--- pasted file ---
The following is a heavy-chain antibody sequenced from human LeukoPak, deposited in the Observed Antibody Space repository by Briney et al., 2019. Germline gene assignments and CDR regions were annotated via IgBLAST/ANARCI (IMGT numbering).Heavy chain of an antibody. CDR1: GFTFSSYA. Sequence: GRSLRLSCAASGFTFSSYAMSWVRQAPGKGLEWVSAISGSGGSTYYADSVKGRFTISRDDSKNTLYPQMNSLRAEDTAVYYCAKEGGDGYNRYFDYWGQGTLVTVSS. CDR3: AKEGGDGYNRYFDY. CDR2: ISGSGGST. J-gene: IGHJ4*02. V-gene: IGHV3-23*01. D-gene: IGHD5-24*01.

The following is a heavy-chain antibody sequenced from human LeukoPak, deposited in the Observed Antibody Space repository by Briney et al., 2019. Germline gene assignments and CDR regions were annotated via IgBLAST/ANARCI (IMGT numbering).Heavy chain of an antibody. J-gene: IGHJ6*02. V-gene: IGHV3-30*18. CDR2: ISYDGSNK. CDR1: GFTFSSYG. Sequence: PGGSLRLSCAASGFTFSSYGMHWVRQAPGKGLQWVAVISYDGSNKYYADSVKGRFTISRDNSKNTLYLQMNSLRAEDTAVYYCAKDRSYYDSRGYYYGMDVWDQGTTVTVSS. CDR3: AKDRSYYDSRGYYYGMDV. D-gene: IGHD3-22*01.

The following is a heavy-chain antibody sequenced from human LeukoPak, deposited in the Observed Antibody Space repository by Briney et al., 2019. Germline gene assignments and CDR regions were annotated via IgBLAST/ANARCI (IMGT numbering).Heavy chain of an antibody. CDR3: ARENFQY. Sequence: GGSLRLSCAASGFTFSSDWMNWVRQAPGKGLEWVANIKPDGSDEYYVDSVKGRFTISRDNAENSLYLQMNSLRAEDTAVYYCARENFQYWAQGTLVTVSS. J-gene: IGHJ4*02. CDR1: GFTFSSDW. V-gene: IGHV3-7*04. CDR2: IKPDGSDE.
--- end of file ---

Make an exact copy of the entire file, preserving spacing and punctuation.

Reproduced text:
The following is a heavy-chain antibody sequenced from human LeukoPak, deposited in the Observed Antibody Space repository by Briney et al., 2019. Germline gene assignments and CDR regions were annotated via IgBLAST/ANARCI (IMGT numbering).Heavy chain of an antibody. CDR1: GFTFSSYA. Sequence: GRSLRLSCAASGFTFSSYAMSWVRQAPGKGLEWVSAISGSGGSTYYADSVKGRFTISRDDSKNTLYPQMNSLRAEDTAVYYCAKEGGDGYNRYFDYWGQGTLVTVSS. CDR3: AKEGGDGYNRYFDY. CDR2: ISGSGGST. J-gene: IGHJ4*02. V-gene: IGHV3-23*01. D-gene: IGHD5-24*01.

The following is a heavy-chain antibody sequenced from human LeukoPak, deposited in the Observed Antibody Space repository by Briney et al., 2019. Germline gene assignments and CDR regions were annotated via IgBLAST/ANARCI (IMGT numbering).Heavy chain of an antibody. J-gene: IGHJ6*02. V-gene: IGHV3-30*18. CDR2: ISYDGSNK. CDR1: GFTFSSYG. Sequence: PGGSLRLSCAASGFTFSSYGMHWVRQAPGKGLQWVAVISYDGSNKYYADSVKGRFTISRDNSKNTLYLQMNSLRAEDTAVYYCAKDRSYYDSRGYYYGMDVWDQGTTVTVSS. CDR3: AKDRSYYDSRGYYYGMDV. D-gene: IGHD3-22*01.

The following is a heavy-chain antibody sequenced from human LeukoPak, deposited in the Observed Antibody Space repository by Briney et al., 2019. Germline gene assignments and CDR regions were annotated via IgBLAST/ANARCI (IMGT numbering).Heavy chain of an antibody. CDR3: ARENFQY. Sequence: GGSLRLSCAASGFTFSSDWMNWVRQAPGKGLEWVANIKPDGSDEYYVDSVKGRFTISRDNAENSLYLQMNSLRAEDTAVYYCARENFQYWAQGTLVTVSS. J-gene: IGHJ4*02. CDR1: GFTFSSDW. V-gene: IGHV3-7*04. CDR2: IKPDGSDE.